A switching voltage regulator is one of my favorite circuits. In school, they were the first circuits I built where I understood how transistors worked. In fact, they were the first circuit I saw an inductor being useful! Switching regulators are incredibly efficient when designed properly. Of course, this detail about design is important. They are not as simple as a linear regulator, which is basically an IC and two caps.
To understand the basics of a switching regulator, I released AddOhms #18 this week. This is video tutorial dedicated the Switching Voltage Regulator. If video tutorials aren’t your thing, then keep reading for my written tutorial.
Linear regulators only need a small number of components, are simple to add to a board, but are not very efficient. Switching regulators can be made to be very efficient for a particular circuit, but can be difficult to design.
Back on AddOhms #17, we talked about how Linear Regulators work. In this tutorial, we are looking at switching regulators.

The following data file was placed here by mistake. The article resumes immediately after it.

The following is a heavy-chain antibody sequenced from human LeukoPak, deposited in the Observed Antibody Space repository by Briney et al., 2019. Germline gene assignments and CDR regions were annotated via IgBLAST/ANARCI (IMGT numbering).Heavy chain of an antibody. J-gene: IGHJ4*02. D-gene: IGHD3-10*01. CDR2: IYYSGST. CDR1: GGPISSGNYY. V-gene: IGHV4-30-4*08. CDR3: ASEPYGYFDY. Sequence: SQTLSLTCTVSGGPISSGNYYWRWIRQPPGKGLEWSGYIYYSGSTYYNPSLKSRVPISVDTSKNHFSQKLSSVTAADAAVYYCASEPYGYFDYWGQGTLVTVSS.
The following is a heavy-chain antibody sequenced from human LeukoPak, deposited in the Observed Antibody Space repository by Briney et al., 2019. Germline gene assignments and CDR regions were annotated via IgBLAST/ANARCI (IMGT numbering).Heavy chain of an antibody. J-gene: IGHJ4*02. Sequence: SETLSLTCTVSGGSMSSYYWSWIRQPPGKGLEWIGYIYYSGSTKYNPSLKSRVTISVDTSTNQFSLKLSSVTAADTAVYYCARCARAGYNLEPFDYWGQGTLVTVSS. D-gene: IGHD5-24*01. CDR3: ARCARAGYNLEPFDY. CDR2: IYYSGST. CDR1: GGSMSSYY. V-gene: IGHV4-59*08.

There are 4 core components needed in a switching voltage regulator.
Capacitors store energy in an electric field. When a voltage is applied, the capacitor charges up. When the voltage goes away, the capacitor discharges.
Inductors store energy in a magnetic field. When current flows through the inductor, a magnetic field is created. When the current stops, the magnetic field collapses generating current.
Switching voltage regulators work by making use of the energy storage properties of a capacitor and an inductor. To control the charge and discharge of these components, we use diodes and transistors.
As we discussed in AddOhms #8, diodes only allow current to flow in one direction. Later, we’ll see what that is important.
For more detail: Switching Voltage Regulator Tutorial